- Job Creation;
- Management of natural resources;
- Good Governance.
Goals and expected results
The ultimate goal of the Italian Cooperation in the country is to support the Ethiopian Government to realize its sustainable and inclusive economic-social development agenda and become a middle-income country by 2025, in coordination with the donor community and promoting the “whole of country” approach.
In line with the priority sectors of the Ethio-Italian Cooperation Framework 2017-19, Italy intends to pursue these specific objectives:
- Contrast the root causes of irregular migration flows.;
- Support the efforts of the Ethiopian Government to improve the quality, productivity and competitiveness of the productive sectors (agriculture and manufacturing industry, in particular the labor-intensive light industry for export);
- Offer sustainable long-term solutions to the structural problems affecting the pastoral and agro-pastoral communities in the arid and semi-arid areas of the country;
- Ensure universal access to basic services and improve quality and equity in their delivery with consequent progress on the human development index;
- Improve the nutritional situation in the country;
- Promote women and youth empowerment, ensure their participation in development processes and enable them to equally benefit from development outcomes;
- Promote good governance and strengthen institutional capacities at the federal and local levels.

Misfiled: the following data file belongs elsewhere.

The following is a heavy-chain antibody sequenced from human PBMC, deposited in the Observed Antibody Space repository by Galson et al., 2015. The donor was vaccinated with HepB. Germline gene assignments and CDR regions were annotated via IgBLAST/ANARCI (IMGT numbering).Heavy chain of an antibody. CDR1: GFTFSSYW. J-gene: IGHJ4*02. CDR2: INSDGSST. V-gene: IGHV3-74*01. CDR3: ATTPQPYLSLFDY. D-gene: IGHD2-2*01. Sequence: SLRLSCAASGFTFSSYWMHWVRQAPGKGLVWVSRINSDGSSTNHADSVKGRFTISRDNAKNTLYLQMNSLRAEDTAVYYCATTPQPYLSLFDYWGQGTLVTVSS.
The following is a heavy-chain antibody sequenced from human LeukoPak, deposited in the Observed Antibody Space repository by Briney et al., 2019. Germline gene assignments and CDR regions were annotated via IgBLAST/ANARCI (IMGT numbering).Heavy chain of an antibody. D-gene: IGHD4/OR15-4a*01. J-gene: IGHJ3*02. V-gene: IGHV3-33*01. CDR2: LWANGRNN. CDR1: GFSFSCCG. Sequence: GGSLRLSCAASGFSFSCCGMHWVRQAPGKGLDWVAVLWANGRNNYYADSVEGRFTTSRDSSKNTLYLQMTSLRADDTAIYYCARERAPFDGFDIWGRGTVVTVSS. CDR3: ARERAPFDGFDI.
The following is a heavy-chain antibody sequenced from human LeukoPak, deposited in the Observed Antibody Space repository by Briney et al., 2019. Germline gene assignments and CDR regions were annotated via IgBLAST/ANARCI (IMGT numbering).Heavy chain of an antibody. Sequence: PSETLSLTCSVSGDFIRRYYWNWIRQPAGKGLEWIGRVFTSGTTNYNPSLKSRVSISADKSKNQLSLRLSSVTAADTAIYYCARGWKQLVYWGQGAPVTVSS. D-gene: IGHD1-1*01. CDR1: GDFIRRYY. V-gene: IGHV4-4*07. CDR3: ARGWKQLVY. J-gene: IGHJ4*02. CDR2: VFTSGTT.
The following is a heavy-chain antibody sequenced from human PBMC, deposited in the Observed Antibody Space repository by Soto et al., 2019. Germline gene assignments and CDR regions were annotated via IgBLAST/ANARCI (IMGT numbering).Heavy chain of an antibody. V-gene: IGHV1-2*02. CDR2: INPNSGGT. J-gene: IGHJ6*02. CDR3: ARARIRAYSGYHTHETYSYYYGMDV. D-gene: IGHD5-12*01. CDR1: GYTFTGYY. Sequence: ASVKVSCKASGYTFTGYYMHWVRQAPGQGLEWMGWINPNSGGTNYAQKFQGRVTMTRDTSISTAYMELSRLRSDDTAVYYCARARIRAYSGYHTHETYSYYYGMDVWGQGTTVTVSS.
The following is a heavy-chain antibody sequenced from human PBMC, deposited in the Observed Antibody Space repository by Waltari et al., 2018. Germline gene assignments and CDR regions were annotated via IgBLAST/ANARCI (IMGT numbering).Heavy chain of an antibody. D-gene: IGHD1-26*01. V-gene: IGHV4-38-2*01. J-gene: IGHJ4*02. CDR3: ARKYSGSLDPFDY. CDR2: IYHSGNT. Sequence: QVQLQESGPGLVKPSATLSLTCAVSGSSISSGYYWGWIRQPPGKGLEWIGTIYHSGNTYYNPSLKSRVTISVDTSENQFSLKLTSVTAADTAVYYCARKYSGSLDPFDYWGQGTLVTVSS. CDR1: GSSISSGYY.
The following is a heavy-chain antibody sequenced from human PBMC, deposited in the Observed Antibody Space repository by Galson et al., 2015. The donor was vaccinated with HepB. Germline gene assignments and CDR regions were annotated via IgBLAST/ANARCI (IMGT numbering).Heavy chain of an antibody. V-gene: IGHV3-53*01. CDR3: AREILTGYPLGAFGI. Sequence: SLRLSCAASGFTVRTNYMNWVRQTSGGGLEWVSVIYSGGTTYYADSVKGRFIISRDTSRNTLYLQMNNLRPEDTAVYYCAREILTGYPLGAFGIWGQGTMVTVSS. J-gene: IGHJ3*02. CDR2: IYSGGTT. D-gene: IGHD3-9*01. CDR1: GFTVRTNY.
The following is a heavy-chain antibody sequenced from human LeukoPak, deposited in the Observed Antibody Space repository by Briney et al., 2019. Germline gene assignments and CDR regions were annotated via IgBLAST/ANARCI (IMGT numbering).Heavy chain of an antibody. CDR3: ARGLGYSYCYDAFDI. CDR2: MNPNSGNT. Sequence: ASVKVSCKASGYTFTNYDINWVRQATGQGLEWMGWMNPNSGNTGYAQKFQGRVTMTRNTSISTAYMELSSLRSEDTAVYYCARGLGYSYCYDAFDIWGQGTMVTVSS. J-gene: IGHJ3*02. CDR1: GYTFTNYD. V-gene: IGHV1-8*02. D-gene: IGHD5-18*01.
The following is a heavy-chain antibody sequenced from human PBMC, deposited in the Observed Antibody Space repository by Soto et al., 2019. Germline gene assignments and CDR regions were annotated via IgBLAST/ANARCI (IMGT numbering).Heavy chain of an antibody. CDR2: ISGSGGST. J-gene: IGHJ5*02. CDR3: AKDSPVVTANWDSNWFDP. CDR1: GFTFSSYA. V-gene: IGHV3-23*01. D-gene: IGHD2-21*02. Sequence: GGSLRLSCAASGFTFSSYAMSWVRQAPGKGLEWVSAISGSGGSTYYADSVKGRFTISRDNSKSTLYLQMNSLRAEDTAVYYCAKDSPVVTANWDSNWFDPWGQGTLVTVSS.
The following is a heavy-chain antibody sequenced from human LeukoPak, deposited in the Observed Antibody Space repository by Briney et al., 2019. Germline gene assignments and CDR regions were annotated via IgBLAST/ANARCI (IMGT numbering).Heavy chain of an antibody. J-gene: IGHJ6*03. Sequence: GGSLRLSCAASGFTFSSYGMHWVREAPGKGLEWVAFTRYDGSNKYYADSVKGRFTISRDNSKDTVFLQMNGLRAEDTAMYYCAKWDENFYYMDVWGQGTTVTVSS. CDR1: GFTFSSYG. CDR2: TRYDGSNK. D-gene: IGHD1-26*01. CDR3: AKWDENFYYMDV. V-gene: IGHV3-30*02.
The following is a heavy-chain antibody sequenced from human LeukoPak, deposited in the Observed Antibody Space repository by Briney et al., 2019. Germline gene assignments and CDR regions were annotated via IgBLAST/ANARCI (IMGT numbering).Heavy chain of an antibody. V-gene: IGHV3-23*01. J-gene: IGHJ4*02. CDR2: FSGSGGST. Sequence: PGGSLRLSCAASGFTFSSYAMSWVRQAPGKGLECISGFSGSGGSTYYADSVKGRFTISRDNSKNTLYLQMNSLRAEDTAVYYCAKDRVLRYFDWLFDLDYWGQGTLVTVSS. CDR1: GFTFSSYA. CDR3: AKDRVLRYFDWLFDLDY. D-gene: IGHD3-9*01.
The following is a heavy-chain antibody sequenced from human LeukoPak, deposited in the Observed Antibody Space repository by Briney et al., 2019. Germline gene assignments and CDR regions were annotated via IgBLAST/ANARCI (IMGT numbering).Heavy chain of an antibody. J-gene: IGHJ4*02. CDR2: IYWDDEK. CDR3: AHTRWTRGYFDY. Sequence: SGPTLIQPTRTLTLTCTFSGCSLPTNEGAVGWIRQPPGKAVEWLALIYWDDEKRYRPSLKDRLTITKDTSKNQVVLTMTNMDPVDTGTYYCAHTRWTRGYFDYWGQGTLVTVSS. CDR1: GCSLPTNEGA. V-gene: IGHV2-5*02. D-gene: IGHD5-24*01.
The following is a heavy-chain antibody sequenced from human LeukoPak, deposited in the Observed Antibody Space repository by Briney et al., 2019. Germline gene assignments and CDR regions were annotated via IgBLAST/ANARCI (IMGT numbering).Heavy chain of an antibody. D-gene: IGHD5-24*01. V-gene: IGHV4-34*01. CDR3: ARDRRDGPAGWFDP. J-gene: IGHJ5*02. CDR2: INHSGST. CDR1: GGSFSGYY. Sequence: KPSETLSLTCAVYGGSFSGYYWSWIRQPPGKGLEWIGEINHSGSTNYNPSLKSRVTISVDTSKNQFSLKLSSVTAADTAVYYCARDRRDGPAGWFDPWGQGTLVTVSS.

Therefore the expected results are:
- The business climate is improved and agricultural productivity is increased with positive repercussions on rapid industrialization process, dynamic expansion of market and exports;
- The resilience of local communities residing in areas regularly affected by drought and climate change is strengthened;
- Access to basic quality services, in particular water and sanitation, health and education is increased and geographical inequalities and gaps between rural and urban areas in the provision and quality of services are reduced;
- Chronic malnutrition (stunting) to 20% is reduced by 2020 and eliminated by 2030;
- New economic and employment opportunities, especially for women and young people, are created also thanks to a better offer of vocational training and market-oriented activities, with a consequent reduction in irregular migration phenomena;
- Good governance in the country is reinforced through institutional support for the improvement of statistical capacities at federal and regional level;
- Effective female participation in the processes of socio-economic development and democratization in the country is granted.
AICS development projects
Total resources committed
Total resources used
What is it spent for?
The purpose/sector of destination of a bilateral contribution should be selected by answering the question “which specific area of the recipient’s economic or social structure is the transfer intended to foster”. The sector classification does not refer to the type of goods or services provided by the donor. Sector specific education or research activities (e.g. agricultural education) or construction of infrastructure (e.g. agricultural storage) should be reported under the sector to which they are directed, not under education, construction, etc. read more close
By means of?
The typology identifies the modalities that are used in aid delivery. It classifies transfers from the donor to the first recipient of funds (e.g. the recipient country, a multilateral organisation, or a basket fund). It does not track the end uses of the funds, which is addressed in the sector classification and to some extent through the policy objective markers. read more close
|Project type interventions||256,400|